Larry Amox

Courtesy of MIKE ROSTAD

Larry Amox at Cowboy  Church, a summer gathering of Frontier Baptist, Filipino Bible and St. Paul Lutheran churches.


He was tall; he was gentle; and he loved to be a part of Kodiak, especially the wilderness.  Now that Larry Amox Sr. has departed this life for the Great Adventure in the Hereafter, those who loved him are left with the memories of his friendliness and the stories he told.

One day Larry showed me a Japanese sword that he found while snooping around the beaches at Chiniak. Larry had a theory. Noting that Kodiak Island was a target of the Japanese at the beginning of World War II, he surmised that the sword belonged to a soldier who had disembarked from a submarine to do some reconnaissance. After all, Cape Chiniak was a U.S. military installation. Larry theorized that the soldier drowned while trying to return to the submarine. When I brought up that there wasn’t a body to back up that theory, Larry reminded me that the strong currents and tides could have sucked the soldier back into the watery abyss. Interesting theory, but I was a little skeptical. Years later, my friend Rosabel Baldwin told me that her cousin and friend, while beach-combing, had come across the body of a Japanese soldier many years after the war. Needless to say, Larry was all ears when I told him about the incident.

Larry’s sword story was one of many he shared with me.

Larry was a gentleman who was able to appreciate his native land of Oklahoma and the island he embraced as “home” for many years.

He was 20 years old, working in a Texaco gas station in Oklahoma, making 75 cents an hour, putting in 91 hours a week, when he got word that his uncle, T.T. Jackson, was looking for a group of men to help build homes in Kodiak.Starting salary was $3.50 an hour. T.T. would pay airfare and room and board. That was a small fortune back in those days.

T.T. had the grand idea of building 55 homes, but he gave up on that and put up a trailer park instead.

One day while Larry worked on his uncle’s project, the scaffold board he was standing on broke, and he fell and broke his back. He painfully walked to Griffin Memorial Hospital. That accident cured him from wanting to make carpentry his livelihood. The call of the wild was strong.

Larry went with Roy Randall to Whale Island to hunt seal and trap for the winter. They had an 18-foot plywood skiff with an 18-horse Johnson outboard motor.

Larry hunted and trapped on the Alaska Peninsula, Shearwater, Old Harbor, Port Hobron, Big Creek, Pasagshak and Tugidak.

In the summer of 1971 Larry, his wife and six-month-old daughter, and his father-in-law stayed on Eli’s Island at Kalsin Bay to hunt seals.

“We used to wrap (the baby) up in a crate (lined with) styrofoam and a life jacket and put her in the bow of the skiff and away we’d go,” Larry recalled.

In later years Larry went fishing for salmon, king and Tanner crab. He traveled to Nome, Kotzebue and Bristol Bay, where he fished at a setnet site on the Ugashik River.

As a trapper, Larry was schooled by good teachers — Andy and Norm Nault, whom he met at Mother Goose Lake on the Alaska Peninsula. At the time, Larry was a packer for bear hunting guide Al Burnett.

Andy and Larry clashed over their ideas of hunting methods for about a week. 

But the longer he and Andy were together, the closer they became. As they were getting ready to close the hunting camp down, Andy asked Larry if he needed a place to stay once they got back to Kodiak. He said he was welcome to bunk with him and Norm.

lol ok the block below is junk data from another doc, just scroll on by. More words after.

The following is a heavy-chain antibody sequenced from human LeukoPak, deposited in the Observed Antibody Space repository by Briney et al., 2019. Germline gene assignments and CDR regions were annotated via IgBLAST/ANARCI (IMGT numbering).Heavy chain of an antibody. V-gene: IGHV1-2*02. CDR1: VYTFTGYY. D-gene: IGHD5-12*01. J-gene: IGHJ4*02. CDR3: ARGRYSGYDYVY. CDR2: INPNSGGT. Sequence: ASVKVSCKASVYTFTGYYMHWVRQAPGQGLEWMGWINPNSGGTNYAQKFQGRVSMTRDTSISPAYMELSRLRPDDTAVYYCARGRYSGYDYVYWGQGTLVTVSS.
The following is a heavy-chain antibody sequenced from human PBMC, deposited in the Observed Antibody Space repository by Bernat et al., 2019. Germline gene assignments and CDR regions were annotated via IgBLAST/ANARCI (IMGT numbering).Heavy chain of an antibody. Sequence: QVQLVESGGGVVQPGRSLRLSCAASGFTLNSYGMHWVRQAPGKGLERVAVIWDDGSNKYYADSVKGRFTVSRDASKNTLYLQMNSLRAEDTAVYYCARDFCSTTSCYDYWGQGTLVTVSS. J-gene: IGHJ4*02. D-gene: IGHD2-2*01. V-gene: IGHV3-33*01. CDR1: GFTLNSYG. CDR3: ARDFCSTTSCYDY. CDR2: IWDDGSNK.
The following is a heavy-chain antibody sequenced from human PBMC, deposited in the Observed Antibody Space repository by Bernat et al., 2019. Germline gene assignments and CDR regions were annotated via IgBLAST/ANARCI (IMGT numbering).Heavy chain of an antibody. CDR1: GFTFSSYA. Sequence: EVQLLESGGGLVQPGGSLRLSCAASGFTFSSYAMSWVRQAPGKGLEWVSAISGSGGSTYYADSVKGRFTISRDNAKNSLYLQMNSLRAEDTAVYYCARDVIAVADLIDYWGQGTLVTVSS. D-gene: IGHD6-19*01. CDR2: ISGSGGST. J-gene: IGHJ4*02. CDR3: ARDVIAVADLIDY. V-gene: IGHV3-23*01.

Larry took Andy up on his kind offer. Once he settled down at the Naults, he got an earful of stories night after night. But Larry had his own stories to tell.

Fortunately, he kept journals of his wilderness escapades. One of his entries was recorded on a foggy Christmas night Larry looked outside his tent at the full moon shining through the haze and felt the loneliness penetrate his inner being.“Isolated on an island with nothing but a tent for shelter and no contact with the outside world,” he wrote.

But when it came time to leave for town, Larry had mixed feelings.

“I want to leave, but I dread going back to town,” he wrote.

Larry’s hunting and trapping ventures led to other enterprises.  

He made fur vests, hats and purses lined with deer hide. He also produced wood carvings, dream catchers, jewelry and spirit masks. 

Larry was grateful to the many who taught him the skills that have been his livelihood here.

Once he put away his knives and archived his journals, he got a “regular” job at Walmart in the sporting goods department. There couldn’t have been a better guy for the job. He was always congenial and willing to assist customers. 

Adding to Larry’s long list of positions, he was also a preacher of sorts. While he attended Frontier Baptist Church, he filled the pulpit while the congregation searched for a pastor. Later he joined the Filipino Bible Church. His wife, who is Filipino, appreciated the sermons that were delivered in Tagalog.

Pastor Jun Belen, pastor of the church, gave Larry a chance to preach too.

“I miss him,”  said Belen. “He’s a good person. 

Belen said  that  Larry had texted him shortly before he  died. In the text, he talked about loving the church, his family and the people of Kodiak.

Plans are underway for a memorial service at Frontier Baptist Church. 

Larry deeply loved Kodiak, and Kodiak loved him and  hopes that his latest “adventure” in the Great Beyond will far exceed the joys he experienced in the Kodiak wilderness. If what Larry preached on Sundays is true ... it will.

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